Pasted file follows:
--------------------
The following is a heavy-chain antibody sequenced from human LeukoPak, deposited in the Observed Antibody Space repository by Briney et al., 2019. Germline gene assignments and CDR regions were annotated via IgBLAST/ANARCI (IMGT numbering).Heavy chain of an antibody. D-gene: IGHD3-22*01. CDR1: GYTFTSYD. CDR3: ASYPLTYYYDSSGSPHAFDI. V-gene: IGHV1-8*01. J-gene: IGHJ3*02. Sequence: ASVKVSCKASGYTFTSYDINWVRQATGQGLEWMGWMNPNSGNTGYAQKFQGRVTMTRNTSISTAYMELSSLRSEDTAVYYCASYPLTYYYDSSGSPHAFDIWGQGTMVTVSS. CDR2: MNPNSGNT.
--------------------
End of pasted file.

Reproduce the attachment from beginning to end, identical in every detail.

The following is a heavy-chain antibody sequenced from human LeukoPak, deposited in the Observed Antibody Space repository by Briney et al., 2019. Germline gene assignments and CDR regions were annotated via IgBLAST/ANARCI (IMGT numbering).Heavy chain of an antibody. D-gene: IGHD3-22*01. CDR1: GYTFTSYD. CDR3: ASYPLTYYYDSSGSPHAFDI. V-gene: IGHV1-8*01. J-gene: IGHJ3*02. Sequence: ASVKVSCKASGYTFTSYDINWVRQATGQGLEWMGWMNPNSGNTGYAQKFQGRVTMTRNTSISTAYMELSSLRSEDTAVYYCASYPLTYYYDSSGSPHAFDIWGQGTMVTVSS. CDR2: MNPNSGNT.